GEORGE TOWN, Nov 14 — Penang passed today a Bill to set up a corporation to manage its natural parks and the Penang Botanic Gardens.
The new enactment allowed the setting up of a Penang State Park (Botanic) Corporation to handle, control, preserve, conserve and research flora and fauna and other matters related to the Penang State Park (Botany).
The Bill was passed with a majority of votes after a brief debate by backbenchers and an opposition assemblyman, Datuk Muhamad Farid Saad (BN – Pulau Betong).
Muhamad Farid said the corporation will be chaired by the chief minister and it was stated in the enactment that the general manager of the corporation will have to report to the chairman.
“Shouldn’t the general manager report to the board of directors in the corporation instead of to the chairman?” he asked.
He said if the general manager only reports to the chairman, this means any decisions made will only be made by two people.
Backbencher Wong Hon Wai (DAP – Air Itam) said he had been waiting for 10 years for this Bill to be tabled.
“Our botanic gardens have the potential to be much more than it is and with this Bill, I want to see our botanic gardens to become a Unesco site like the Singapore Botanic Garden,” he said.
He also said the Bill will present an opportunity for the state government to create another botanic gardens, especially in Seberang Perai.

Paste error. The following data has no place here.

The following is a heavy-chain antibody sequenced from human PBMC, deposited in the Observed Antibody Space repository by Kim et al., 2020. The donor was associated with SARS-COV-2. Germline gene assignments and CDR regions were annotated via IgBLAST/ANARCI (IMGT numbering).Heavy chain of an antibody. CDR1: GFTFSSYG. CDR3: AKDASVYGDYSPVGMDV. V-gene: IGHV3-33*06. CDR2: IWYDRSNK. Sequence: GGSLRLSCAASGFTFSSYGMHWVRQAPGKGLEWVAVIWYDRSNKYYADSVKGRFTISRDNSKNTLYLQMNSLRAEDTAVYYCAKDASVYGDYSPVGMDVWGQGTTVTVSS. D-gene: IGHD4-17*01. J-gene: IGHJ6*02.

A few backbenchers also raised questions about a clause in the Bill that proposed a fee may be charged for entrance to the botanic gardens.
State executive councillor Jagdeep Singh Deo (DAP – Datuk Keramat) who proposed this Bill, said it covers the 133-year-old Penang Botanic Gardens along with other sites that can be identified as state parks.
“The Penang Botanic Gardens is the oldest botanic gardens in Malaysia which was founded in 1884 and its first curator was Charles Curtis,” he said.
He said the setting up of a corporation to manage the botanic gardens is the first step for the state in its bid to apply for Unesco heritage recognition for the gardens.
He pointed out that the Singapore Botanic Garden is already recognised as a Unesco site, so it is time that Penang Botanic Gardens be recognised as a Unesco site too.
In his winding-up speech on the Bill, Jagdeep explained the clause for possible entrance fees was not new.
He said the previous enactment, the Penang Waterfall Gardens Enactment 1923, had also mentioned the administration of fees for entrance into the botanic gardens.
“Even the revision in 2005 and again 2010, the management was given the authority to impose fees and yet, fees were not imposed all this time,” he said.
He agreed that fees should not be charged for entrance into the gardens but suggested that fees can be charged for a certain product within the gardens.
“So for botanic gardens, if they have any new products or upgraded its products, maybe that’s when we may consider fees for administrative purposes of the product,” he said.
He added that the state aimed to achieve Unesco status for the Penang Botanic Gardens, so the fees clause was needed when the gardens do become a Unesco site.
In reply to Muhamad Farid, he said the final decision on any matters made by the corporation lies with the state government, not only two people.